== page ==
Japans space yacht starts sailing to the International Space Station for the first time

Japans space yacht starts sailing to the International Space Station for the first time.

Japanese space agency Japan Aerospace Exploration Agency (JAXA) has launched the space probe Takuya at 5:42 a.m. local time, according to its mission.

Takuya, named after former astronauts and science workers who made the pioneering contribution of the Takuya mission, includes cameras and a probe carrying a scientific instrument capable of transmitting data about Saturn’s moon Mimas to ground-based observatories, and three small pieces of technology — a robotic arm for moving the probe, and a radar dish mounted to an orbiter for communication and mapping to Earth.

Takuya was launched from the Atami space center, and its probe is expected to enter into Saturn’s atmosphere at about the same time as the probe launched from Tanegashima, Japan, earlier this month, and will arrive safely at the Tanegashima orbit after leaving the spacecraft.

Japan Aerospace Exploration Agency launched the Takuya probe to ISS after completing a 5-month journey that included 16 days on the ground at Japan Aerospace Exploration Agency’s (JAXA) headquarters in Chiba, about 100 kilometers east of Tokyo. The spacecraft was launched from Hachioji in Fukushima Prefecture, Japan.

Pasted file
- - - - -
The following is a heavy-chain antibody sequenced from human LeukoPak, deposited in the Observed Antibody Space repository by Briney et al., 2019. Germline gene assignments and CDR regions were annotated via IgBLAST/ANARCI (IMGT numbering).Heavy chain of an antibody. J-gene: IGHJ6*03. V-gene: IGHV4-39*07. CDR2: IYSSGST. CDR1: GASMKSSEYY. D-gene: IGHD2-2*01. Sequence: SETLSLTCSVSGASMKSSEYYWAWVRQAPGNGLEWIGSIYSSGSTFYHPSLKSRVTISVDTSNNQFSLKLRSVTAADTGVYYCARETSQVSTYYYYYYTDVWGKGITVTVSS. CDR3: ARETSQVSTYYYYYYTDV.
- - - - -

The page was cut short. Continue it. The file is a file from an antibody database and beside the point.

Takuya has six scientific instruments that it can carry and has previously provided the scientific community with images and other data about Mimas in the early우리카지노 21st century, which will allow researchers to better understand the moon’s composition and structure, among other things. The Takuya spacecraft was built by Japanese manufacturer Toshiba Aerospace S바카라ystems.

The spacecraft was launched by its primary booster stage (the lower stage) after completing a 5-month journey that included 16 days on the ground at Japa우리카지노n Aerospace Exploration Agency’s (JAXA) headquarters in Chiba, about 100 kilometers east of Tokyo. The spacecraft was launched from Hachioji in Fukushima Prefecture, Japan.

A sample of the Takuya instrument during its final test flight to the ISS, in May.

The Takuya space probe will be flying aboard Japanese space station Tanegashima until the spacecraft reaches its initial station station destination on 3 October in what is known as Progress MS-08. The unmanned spacecraft will return to Earth on 14 October to join Tanegashima’s orbiting outpost on the moon Mimas.

“Takuya will carry and study our way through the solar system, helping to improve scientific knowledge and understanding of our own planet’s mysterious solar system,” sai

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